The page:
DES MOINES — AARP Iowa held the first of what will be several education sessions Wednesday on a new law for family caregivers that goes into effect Monday.
The group’s advocacy director Anthony Carroll says the CARE Act will make an impact across the state. “Family caregivers represent the majority of long-term services and support. With over 317-thousand family caregivers who provide care to loved ones in unpaid fashion every day,” Carroll says.
The law requires hospitals to give patients the opportunity to name a caregiver at the start of the process. “If you’re going into a hospital with a loved one as a family caregiver — you perhaps don’t even identify yourself yet as a family caregiver,” Carroll says. “So, having the hospital ask a patient and loved one ‘do you have a family caregiver that you are going home to, would you like to record them and put them into your medical record’?”
There is also followup to the initial notation of a caregiver. “And if you do chose to designate a caregiver — that caregiver is notified before the patient is sent home. And then, last but not least, there’s an opportunity have a discussion about the caregiver’s abilities, limitations, and an opportunity to receive instructions on any medical care needed before that patient is sent home — rather than you get home and realize, what do I need to do, how do I need to do this,” according to Carroll.
He says the process is designed to take the surprises out of the situation for the caregiver. “Thinking from the git-go what you might need to do. Being prepared to ask questions, and then hopefully alleviating the stress that comes with that situation, being thrust in that role perhaps unanticipated after the fact,” Carroll says. “So, that’s really the idea, elevating family caregivers, helping them think about it upon admission.”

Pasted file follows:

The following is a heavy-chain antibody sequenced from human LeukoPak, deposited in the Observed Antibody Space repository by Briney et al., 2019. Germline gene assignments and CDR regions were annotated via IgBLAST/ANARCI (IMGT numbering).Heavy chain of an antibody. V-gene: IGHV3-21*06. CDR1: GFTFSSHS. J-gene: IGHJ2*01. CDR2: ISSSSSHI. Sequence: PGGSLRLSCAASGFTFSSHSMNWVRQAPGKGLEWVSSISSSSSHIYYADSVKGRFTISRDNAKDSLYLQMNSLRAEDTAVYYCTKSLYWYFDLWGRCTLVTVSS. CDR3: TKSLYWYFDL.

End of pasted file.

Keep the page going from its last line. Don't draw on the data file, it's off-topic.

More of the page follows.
Carroll says they also understand the issues facing healthcare providers and this should help them better server patients.
“The provider themselves actually has a better understanding of what exactly care reality or support reality is this patient returning home to,” he says.
Carroll says AARP has information available to help you understand the new law. “There’s free downloadable cards available — you don’t have to be an AARP member — there’s no cost, at www.AARP/IA. Again, that’s an opportunity for people to understand what the new law is. You can detach a wallet card and put it in your pocket,” Carroll says. He says they have been working with the area agencies on aging and other groups to get the information out about the new law.